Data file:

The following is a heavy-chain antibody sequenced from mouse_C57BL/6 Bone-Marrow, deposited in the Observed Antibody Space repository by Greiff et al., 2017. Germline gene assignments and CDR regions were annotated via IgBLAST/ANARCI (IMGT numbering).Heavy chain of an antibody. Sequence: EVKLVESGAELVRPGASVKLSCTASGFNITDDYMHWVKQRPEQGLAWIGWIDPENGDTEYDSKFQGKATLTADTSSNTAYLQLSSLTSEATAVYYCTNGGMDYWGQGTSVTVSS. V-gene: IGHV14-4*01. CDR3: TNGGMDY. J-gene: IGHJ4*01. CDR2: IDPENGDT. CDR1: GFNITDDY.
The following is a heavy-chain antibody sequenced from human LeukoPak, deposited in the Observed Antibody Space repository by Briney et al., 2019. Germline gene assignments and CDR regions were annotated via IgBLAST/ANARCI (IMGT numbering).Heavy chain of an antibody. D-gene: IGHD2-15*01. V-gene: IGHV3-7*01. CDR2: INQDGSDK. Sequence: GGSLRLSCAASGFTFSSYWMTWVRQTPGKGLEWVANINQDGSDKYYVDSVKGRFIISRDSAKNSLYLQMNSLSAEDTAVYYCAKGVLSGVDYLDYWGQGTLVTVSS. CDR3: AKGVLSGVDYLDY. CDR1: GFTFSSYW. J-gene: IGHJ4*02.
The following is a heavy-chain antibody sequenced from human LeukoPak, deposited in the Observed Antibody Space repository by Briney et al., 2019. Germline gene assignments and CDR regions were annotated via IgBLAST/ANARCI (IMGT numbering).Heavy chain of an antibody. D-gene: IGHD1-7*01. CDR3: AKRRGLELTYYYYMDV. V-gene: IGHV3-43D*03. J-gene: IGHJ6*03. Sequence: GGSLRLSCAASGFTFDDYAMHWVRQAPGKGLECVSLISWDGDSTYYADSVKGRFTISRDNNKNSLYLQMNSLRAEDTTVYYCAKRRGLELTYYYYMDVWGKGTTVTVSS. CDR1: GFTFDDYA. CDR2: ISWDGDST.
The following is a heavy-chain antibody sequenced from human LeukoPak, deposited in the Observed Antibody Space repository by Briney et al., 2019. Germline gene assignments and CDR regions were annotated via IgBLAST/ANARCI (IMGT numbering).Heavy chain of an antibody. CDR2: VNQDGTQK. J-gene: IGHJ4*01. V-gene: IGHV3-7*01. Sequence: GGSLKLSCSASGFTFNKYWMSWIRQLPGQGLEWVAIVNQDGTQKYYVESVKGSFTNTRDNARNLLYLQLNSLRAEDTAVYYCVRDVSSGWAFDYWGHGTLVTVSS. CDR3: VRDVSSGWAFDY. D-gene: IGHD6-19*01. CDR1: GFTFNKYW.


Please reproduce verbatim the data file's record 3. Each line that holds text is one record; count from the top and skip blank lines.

The following is a heavy-chain antibody sequenced from human LeukoPak, deposited in the Observed Antibody Space repository by Briney et al., 2019. Germline gene assignments and CDR regions were annotated via IgBLAST/ANARCI (IMGT numbering).Heavy chain of an antibody. D-gene: IGHD1-7*01. CDR3: AKRRGLELTYYYYMDV. V-gene: IGHV3-43D*03. J-gene: IGHJ6*03. Sequence: GGSLRLSCAASGFTFDDYAMHWVRQAPGKGLECVSLISWDGDSTYYADSVKGRFTISRDNNKNSLYLQMNSLRAEDTTVYYCAKRRGLELTYYYYMDVWGKGTTVTVSS. CDR1: GFTFDDYA. CDR2: ISWDGDST.